At a press conference that took place on July 9, in Birmingham, Alabama, Jeff Uphues, Chief Executive Officer of DC BLOX, narrated a journey that began on a rainy August night when he and his colleagues stood before a worn and faded sign and a locked gate. ‘For Sale – Redevelopment Site – 27 acres,’ the sign read. 

Only 11 months later, standing on the same property, Mr. Uphues and DC BLOX announced its plans to build a new data center campus in Birmingham on what was once the site of Trinity Steel. Intended to be DC BLOX’s flagship facility, once completed it will be capable of scaling to more than 200,000 square feet of secure, government-grade data center space. As part of a technology and innovation center that will drive the connected digital economy not only in Birmingham but across all of Alabama, the development project has the potential to become a $785 million investment over the next decade, attracting top-tier companies to the DC BLOX data center and boosting economic growth throughout the region.

What emerged as Mr. Uphues spoke from the dais to an audience of city and state government leaders, project stakeholders, business stewards, local citizens and the media is a story of shared commitment to transform a brownfield site into a nexus for the Fourth Industrial Revolution.

From Forging Steel to Fostering Innovation

Once the headquarters of the Ingalls Ironworks dating back to the 1900s — at the time, the largest single-unit steel fabricator in the South, later sold to Trinity Steel in 1981, and then becoming a dormant property — the redeveloped site will now spur the forces of innovation across the city, state and region. Groundbreaking of the Birmingham multi-tenant facility will begin August 2018 with Phase 1 delivering 31,000 square feet of data center space configurable up to 5MW of customer capacity by early 2019.

Among the entities with whom DC BLOX worked closely to finalize the project are the Alabama Department of Commerce, Jefferson County Commission, Jefferson County Economic and Industrial Development Authority, City of Birmingham and its Department of Innovation and Economic Opportunity, Titusville Neighborhood Association, Birmingham Industrial Development Board, Alabama Power Co., Spire, Economic Development Partnership of Alabama and the Birmingham Business Alliance.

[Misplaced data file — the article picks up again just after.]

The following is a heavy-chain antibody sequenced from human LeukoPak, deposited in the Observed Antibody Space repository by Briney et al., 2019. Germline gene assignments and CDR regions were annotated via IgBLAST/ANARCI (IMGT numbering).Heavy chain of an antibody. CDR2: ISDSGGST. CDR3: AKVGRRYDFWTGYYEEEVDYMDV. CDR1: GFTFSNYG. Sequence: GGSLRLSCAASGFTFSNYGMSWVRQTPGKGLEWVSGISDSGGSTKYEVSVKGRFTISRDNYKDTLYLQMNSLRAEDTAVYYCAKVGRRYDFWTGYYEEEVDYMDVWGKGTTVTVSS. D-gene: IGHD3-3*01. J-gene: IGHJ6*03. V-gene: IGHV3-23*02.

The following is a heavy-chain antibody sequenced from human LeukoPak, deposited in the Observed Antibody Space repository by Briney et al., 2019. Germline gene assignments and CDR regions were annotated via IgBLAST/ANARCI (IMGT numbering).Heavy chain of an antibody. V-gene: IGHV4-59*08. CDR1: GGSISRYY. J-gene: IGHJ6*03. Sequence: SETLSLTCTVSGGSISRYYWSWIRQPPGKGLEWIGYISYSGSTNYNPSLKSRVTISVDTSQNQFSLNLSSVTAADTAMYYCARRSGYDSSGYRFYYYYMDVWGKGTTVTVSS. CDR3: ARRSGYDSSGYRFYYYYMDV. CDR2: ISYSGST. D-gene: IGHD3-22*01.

But why Birmingham, when DC BOX could have determined to locate its new facility anywhere?

A Data-Driven Decision to Expand to an Edge Market

As Mr. Uphues explained in his address, DC BLOX’s plan to grow and scale its data center operations is ambitious, yet grounded in a data-driven decision. The company, which currently has data centers in Atlanta, Chattanooga, and Huntsville, Alabama, looked at many cities throughout the Southeast. For DC BLOX, Birmingham’s proximity to Atlanta, its investments in physical infrastructure and higher education, as well as recent economic development activity were particularly attractive.

Moreover, the company conducted exhaustive quantitative research of 40 cities located in the Southeast to benchmark the availability to fiber optic networks, power utility rates, the availability of office space, the number of new business permits, power absorption rates, the number of large to small businesses, and the amount of internet traffic that originates from and terminates to the region.

Through this process, it was revealed that Birmingham is the largest city in the U.S. without a purpose-built, high security multi-tenant data center. This discovery demonstrated the confluence of DC BLOX’s mission to provide data center, network and cloud services at the edge with an untapped opportunity that stands to elevate the economic and technological future of a city. While the Birmingham area is a community with enormous potential for growth, it is currently an underserved market when compared to major metros such as Atlanta.

Birmingham is a key edge growth market and DC BLOX is building its data center campus in this growing city to be nearer to consumers. The multi-tenant facility will provide high-speed network connectivity to the core and cloud infrastructure to support emerging applications that require low latency for local market end users. For enterprises, hyperscale cloud, Software-as-a-Service, network and content providers as well as government, the DC BLOX Birmingham data center campus will be a highly attractive alternative to Atlanta in the Southeast.

But as it turns out, there was another, somewhat intangible element to DC BLOX’s decision to site its new data center campus in Birmingham.

“Through this process, we came to know the heart of Birmingham,” Mr. Uphues told the audience at the press conference. “It has a grit to never give up and a thirst to win by transforming the technology infrastructure to help lead the state into the future economy.”